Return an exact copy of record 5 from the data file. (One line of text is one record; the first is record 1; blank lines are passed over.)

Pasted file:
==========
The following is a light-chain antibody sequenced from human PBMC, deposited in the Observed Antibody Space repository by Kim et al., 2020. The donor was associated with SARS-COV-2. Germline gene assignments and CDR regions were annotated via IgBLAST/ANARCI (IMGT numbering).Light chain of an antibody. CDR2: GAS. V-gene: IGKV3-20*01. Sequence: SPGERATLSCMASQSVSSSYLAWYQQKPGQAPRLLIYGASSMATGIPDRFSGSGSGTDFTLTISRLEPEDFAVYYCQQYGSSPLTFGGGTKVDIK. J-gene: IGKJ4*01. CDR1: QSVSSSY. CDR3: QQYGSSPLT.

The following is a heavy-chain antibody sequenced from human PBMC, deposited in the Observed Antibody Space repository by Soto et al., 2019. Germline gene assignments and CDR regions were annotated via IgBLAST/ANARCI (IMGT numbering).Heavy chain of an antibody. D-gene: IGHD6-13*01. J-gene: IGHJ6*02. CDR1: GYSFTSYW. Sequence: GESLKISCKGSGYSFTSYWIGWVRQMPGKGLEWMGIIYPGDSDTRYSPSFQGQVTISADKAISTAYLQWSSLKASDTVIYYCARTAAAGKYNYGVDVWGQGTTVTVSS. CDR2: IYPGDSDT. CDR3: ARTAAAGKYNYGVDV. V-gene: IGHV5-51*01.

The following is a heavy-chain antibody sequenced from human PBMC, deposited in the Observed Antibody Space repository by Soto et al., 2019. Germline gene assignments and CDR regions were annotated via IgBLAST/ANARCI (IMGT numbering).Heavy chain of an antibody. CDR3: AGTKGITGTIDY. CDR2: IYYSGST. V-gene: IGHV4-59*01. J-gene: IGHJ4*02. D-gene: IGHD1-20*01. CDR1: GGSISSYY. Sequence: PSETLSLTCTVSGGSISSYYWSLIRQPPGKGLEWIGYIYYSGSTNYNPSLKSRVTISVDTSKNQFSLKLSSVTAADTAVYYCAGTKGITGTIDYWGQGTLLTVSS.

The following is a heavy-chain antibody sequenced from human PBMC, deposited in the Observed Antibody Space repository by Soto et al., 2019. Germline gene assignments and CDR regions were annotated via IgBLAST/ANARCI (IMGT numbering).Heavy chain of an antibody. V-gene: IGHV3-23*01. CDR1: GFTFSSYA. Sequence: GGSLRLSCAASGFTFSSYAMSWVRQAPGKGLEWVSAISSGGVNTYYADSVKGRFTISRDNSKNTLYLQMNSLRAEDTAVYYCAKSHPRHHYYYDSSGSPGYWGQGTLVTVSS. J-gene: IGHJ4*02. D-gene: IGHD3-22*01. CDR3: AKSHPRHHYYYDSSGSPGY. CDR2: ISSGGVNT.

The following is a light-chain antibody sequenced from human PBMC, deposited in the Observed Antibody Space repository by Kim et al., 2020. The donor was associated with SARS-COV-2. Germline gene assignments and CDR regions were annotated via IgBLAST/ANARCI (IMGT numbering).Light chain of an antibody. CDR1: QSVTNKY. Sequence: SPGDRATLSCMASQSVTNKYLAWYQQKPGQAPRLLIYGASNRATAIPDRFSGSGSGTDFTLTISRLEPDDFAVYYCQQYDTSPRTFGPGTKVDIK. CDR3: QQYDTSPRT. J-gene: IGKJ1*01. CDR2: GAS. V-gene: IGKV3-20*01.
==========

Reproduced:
The following is a light-chain antibody sequenced from human PBMC, deposited in the Observed Antibody Space repository by Kim et al., 2020. The donor was associated with SARS-COV-2. Germline gene assignments and CDR regions were annotated via IgBLAST/ANARCI (IMGT numbering).Light chain of an antibody. CDR1: QSVTNKY. Sequence: SPGDRATLSCMASQSVTNKYLAWYQQKPGQAPRLLIYGASNRATAIPDRFSGSGSGTDFTLTISRLEPDDFAVYYCQQYDTSPRTFGPGTKVDIK. CDR3: QQYDTSPRT. J-gene: IGKJ1*01. CDR2: GAS. V-gene: IGKV3-20*01.